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Re: Paraculture - tending wild resources, but not domesticating them

Subject: Re: Paraculture - tending wild resources, but not domesticating them
Date: 6 Aug 2005 04:29:20 -0700
Newsgroups: sci.anthropology.paleo
rmacfarl wrote:
> [email protected] wrote:
> ...
> > Ross: Thanks for this information - I would have had no idea at all how
> > to google 'bush tucker man yams'
> >
> > But I might feel that "suggest(ing) that such behaviour among
> > hunter-gatherer humans was the rule, not the exception" is tending a
> > bit too much towards 'The Noble Savage'.
> Hmm. I'll put forward a different view. There's good evidence in
> relatively recent times of humans arriving in a place for the first
> time and causing substantial damage to the indigenous ecology. Witness
> the impacts on Pacific islands by the arrival of Polynesians - New
> Zealand, for example.
> But longer term, there's also good evidence that humans adapt
> culturally to their environment, and adopt cultural practices that have
> the effect of preserving the environment in the longer term. For
> example, Tim Flannery wrote about areas of rainforest in northern
> Australia (or was it PNG?) that were taboo for hunting tree kangaroos,
> that scientists have since discovered were important breeding habitats
> for the tree kangaroos.

This is very interesting - I'm sure many taboos have quite a lot to do
with 'resource protection', but some seem to have no easy 'rational'
explanation at all.

Take our (Anglo-Saxon) views on eating horses and dogs.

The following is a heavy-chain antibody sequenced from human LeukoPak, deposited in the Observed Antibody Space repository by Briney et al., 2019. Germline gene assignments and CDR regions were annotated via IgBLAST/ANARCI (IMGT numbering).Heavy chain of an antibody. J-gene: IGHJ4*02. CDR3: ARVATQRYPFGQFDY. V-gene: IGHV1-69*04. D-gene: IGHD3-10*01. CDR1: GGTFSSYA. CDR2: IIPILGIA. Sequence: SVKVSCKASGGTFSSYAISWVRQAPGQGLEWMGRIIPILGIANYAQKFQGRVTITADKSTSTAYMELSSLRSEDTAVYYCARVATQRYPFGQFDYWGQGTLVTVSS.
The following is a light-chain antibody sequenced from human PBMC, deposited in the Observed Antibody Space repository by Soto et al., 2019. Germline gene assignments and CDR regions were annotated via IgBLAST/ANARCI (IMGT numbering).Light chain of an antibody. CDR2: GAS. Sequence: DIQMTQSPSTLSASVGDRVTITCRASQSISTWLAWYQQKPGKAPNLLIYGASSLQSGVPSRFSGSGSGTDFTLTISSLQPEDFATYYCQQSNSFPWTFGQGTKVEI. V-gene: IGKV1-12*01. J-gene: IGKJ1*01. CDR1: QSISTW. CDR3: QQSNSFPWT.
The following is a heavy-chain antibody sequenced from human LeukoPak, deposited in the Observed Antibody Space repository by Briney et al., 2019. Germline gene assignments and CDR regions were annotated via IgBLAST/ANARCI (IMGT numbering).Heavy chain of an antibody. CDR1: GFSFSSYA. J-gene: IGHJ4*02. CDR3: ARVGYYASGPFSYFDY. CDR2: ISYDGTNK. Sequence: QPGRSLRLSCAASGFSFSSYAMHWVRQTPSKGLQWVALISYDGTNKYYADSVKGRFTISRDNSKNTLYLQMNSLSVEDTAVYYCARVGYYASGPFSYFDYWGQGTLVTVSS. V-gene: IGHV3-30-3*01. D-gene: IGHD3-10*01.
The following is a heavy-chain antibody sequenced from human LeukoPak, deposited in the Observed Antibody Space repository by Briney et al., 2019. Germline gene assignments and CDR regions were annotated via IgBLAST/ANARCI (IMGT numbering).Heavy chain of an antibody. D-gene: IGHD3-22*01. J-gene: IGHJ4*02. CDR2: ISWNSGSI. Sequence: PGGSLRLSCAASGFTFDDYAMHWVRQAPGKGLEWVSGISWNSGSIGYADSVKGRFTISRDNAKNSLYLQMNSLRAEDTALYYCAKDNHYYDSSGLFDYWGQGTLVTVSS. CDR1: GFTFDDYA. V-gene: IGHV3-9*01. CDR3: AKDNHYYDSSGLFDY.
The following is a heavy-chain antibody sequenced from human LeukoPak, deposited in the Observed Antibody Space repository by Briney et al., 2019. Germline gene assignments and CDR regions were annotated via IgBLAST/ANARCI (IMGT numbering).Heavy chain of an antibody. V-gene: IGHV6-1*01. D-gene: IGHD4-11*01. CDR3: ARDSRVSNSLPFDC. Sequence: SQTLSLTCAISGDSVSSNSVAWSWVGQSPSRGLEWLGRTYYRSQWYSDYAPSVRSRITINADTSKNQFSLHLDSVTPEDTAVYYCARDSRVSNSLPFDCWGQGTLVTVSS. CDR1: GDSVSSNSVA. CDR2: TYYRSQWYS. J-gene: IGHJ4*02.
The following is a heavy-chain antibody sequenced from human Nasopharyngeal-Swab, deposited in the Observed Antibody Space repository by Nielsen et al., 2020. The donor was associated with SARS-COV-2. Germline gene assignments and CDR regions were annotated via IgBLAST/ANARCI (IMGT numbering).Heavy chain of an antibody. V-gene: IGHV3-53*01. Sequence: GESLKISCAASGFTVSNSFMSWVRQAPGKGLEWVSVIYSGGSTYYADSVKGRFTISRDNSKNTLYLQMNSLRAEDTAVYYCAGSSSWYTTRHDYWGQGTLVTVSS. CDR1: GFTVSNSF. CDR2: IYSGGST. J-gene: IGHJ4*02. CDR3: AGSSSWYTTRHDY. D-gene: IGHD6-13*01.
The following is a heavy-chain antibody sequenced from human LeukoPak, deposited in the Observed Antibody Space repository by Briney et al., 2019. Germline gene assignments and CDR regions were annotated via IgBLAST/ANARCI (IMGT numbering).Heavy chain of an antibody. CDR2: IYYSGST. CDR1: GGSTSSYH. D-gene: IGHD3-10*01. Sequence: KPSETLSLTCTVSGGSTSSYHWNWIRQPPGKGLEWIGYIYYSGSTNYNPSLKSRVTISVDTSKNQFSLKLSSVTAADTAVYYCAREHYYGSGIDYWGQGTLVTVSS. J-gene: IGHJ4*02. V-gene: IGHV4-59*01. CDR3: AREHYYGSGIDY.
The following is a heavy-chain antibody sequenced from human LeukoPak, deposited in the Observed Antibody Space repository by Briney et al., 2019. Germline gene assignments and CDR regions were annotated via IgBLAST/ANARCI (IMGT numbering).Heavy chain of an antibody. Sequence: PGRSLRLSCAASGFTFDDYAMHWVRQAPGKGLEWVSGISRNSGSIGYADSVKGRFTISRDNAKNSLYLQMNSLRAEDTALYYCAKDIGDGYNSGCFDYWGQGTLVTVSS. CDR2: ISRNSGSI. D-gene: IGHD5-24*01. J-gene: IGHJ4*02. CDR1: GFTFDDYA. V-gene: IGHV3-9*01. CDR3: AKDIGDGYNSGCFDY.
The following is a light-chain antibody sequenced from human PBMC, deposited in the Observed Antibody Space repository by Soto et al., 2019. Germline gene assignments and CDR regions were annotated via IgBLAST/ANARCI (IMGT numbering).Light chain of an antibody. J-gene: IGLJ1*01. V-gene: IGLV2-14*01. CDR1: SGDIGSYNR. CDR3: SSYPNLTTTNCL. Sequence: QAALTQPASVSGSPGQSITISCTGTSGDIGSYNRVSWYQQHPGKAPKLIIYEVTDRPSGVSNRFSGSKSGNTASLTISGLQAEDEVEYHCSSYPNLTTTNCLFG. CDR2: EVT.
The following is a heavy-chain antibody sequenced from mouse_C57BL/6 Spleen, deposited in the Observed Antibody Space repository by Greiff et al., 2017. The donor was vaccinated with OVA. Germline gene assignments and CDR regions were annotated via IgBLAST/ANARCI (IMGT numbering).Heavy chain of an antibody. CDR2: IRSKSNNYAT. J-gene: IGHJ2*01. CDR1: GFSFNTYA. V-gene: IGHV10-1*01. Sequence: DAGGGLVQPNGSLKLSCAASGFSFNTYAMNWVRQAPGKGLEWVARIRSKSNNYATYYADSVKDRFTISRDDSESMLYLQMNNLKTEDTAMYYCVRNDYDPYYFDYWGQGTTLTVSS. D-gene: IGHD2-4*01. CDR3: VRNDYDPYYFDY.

Horses - many other Europeans eat them , and some with more relish than
they eat beef. See Belgian 'filet d'Anvers' - a 'ham' of air-dried
horse fillet, or the Boucheries Chevallines (specialist horse butchers)
that used to be all over France. We don't eat them (we consider the
meat inferior?), but we can them and feed them to our dogs.

But eating dogs causes much stronger shock/horror to us - surely you
can't do that to a pet? But other cultures do, quite happily - Koreans
and Filipinos still do, and apparently some Mexican dogs were specially
bred as walking larders.

(There's a story about a Filipino visiting America, and looking forward
to his first Hot Dog. When he saw it, he reacted with shock/horror, and
explained: "...but WE don't eat THAT part!")

Perhaps our dog taboo has something to do with our coming out of the
hunting/gathering stage quite a bit later than many others did. Did
Mexicans only start eating their dogs when they became civilised ? Do
North American Indians eat their hunting dogs?



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